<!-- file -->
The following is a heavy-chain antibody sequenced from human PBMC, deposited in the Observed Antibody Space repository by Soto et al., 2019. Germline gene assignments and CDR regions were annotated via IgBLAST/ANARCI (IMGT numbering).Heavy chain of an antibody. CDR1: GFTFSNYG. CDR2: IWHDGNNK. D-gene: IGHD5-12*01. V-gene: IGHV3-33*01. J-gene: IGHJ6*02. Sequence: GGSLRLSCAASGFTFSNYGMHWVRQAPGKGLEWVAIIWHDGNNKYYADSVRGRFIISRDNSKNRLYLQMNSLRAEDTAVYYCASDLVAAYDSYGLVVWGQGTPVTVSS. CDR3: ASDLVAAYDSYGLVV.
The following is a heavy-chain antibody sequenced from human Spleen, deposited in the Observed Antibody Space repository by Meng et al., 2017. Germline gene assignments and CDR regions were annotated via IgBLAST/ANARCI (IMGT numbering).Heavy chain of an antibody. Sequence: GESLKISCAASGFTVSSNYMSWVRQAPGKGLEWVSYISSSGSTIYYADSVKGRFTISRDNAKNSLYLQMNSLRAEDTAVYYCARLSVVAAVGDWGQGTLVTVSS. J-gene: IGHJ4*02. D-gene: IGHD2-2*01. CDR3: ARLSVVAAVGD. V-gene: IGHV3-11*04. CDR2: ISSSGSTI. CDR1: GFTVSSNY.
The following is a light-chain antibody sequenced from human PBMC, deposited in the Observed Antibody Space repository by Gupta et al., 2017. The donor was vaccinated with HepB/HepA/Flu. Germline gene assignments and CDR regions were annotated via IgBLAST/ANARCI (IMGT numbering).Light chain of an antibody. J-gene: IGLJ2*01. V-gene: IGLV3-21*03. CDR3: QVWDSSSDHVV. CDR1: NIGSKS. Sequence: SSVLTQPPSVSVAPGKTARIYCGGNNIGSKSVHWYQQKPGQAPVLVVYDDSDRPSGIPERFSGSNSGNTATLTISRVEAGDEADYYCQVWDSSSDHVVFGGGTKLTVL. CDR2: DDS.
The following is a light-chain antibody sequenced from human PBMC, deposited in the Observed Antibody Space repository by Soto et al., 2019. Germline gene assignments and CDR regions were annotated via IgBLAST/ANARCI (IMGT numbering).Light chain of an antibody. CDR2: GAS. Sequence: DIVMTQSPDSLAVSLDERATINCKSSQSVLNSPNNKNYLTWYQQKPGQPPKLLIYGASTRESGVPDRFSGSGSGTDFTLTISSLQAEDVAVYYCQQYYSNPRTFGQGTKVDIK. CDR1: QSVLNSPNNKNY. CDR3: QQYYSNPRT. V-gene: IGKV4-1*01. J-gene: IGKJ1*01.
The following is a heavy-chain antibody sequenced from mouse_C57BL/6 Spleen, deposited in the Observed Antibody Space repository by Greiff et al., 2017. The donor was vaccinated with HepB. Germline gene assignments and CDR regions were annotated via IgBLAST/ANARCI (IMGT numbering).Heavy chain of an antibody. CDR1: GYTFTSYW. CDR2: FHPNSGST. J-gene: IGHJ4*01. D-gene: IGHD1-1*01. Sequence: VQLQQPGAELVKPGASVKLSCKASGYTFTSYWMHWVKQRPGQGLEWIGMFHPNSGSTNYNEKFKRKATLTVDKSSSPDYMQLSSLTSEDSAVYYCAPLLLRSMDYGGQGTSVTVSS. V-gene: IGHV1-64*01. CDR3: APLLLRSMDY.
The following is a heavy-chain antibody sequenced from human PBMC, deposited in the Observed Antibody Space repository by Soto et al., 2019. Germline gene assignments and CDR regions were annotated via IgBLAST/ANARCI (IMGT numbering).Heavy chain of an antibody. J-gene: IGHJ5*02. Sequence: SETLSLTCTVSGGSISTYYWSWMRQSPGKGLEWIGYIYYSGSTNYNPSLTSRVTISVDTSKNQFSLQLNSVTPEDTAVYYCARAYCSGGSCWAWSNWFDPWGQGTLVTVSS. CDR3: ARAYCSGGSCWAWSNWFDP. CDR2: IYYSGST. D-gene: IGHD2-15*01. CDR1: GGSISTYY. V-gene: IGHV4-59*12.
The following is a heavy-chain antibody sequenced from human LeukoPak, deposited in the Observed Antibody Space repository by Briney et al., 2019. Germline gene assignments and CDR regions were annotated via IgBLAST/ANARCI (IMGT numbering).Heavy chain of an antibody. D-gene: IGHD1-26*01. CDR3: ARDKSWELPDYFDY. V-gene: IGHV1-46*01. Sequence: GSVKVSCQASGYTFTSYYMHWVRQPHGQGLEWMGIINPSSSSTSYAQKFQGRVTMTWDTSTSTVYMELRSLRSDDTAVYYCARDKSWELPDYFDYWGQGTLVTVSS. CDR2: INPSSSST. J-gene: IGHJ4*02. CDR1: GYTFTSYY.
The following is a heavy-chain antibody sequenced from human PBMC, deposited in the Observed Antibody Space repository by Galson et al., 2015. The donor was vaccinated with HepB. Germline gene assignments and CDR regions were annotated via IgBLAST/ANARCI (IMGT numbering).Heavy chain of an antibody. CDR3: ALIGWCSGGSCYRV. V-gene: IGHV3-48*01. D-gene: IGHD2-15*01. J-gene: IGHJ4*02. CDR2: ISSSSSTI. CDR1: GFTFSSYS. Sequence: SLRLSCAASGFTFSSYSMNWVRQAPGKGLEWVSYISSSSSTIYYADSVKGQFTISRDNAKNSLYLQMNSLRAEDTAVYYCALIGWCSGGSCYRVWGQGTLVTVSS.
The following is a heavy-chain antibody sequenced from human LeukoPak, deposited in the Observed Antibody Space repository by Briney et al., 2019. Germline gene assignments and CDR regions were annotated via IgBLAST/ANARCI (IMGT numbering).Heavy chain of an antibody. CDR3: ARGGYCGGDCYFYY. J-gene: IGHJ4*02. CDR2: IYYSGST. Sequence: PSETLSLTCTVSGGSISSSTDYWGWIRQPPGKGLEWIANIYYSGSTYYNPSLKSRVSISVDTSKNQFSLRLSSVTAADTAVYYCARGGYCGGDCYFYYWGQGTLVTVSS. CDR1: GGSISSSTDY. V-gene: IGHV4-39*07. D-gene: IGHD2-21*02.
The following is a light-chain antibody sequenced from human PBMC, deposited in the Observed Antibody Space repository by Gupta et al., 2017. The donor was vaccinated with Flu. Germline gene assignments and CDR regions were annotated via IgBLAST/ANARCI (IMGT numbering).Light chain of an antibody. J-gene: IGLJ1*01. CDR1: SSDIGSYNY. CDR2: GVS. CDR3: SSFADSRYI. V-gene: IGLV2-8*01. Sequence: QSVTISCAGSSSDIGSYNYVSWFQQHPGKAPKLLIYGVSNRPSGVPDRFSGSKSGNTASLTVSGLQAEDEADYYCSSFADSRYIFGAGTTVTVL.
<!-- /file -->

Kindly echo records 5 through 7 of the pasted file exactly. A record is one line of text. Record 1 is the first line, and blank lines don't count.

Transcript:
The following is a heavy-chain antibody sequenced from mouse_C57BL/6 Spleen, deposited in the Observed Antibody Space repository by Greiff et al., 2017. The donor was vaccinated with HepB. Germline gene assignments and CDR regions were annotated via IgBLAST/ANARCI (IMGT numbering).Heavy chain of an antibody. CDR1: GYTFTSYW. CDR2: FHPNSGST. J-gene: IGHJ4*01. D-gene: IGHD1-1*01. Sequence: VQLQQPGAELVKPGASVKLSCKASGYTFTSYWMHWVKQRPGQGLEWIGMFHPNSGSTNYNEKFKRKATLTVDKSSSPDYMQLSSLTSEDSAVYYCAPLLLRSMDYGGQGTSVTVSS. V-gene: IGHV1-64*01. CDR3: APLLLRSMDY.
The following is a heavy-chain antibody sequenced from human PBMC, deposited in the Observed Antibody Space repository by Soto et al., 2019. Germline gene assignments and CDR regions were annotated via IgBLAST/ANARCI (IMGT numbering).Heavy chain of an antibody. J-gene: IGHJ5*02. Sequence: SETLSLTCTVSGGSISTYYWSWMRQSPGKGLEWIGYIYYSGSTNYNPSLTSRVTISVDTSKNQFSLQLNSVTPEDTAVYYCARAYCSGGSCWAWSNWFDPWGQGTLVTVSS. CDR3: ARAYCSGGSCWAWSNWFDP. CDR2: IYYSGST. D-gene: IGHD2-15*01. CDR1: GGSISTYY. V-gene: IGHV4-59*12.
The following is a heavy-chain antibody sequenced from human LeukoPak, deposited in the Observed Antibody Space repository by Briney et al., 2019. Germline gene assignments and CDR regions were annotated via IgBLAST/ANARCI (IMGT numbering).Heavy chain of an antibody. D-gene: IGHD1-26*01. CDR3: ARDKSWELPDYFDY. V-gene: IGHV1-46*01. Sequence: GSVKVSCQASGYTFTSYYMHWVRQPHGQGLEWMGIINPSSSSTSYAQKFQGRVTMTWDTSTSTVYMELRSLRSDDTAVYYCARDKSWELPDYFDYWGQGTLVTVSS. CDR2: INPSSSST. J-gene: IGHJ4*02. CDR1: GYTFTSYY.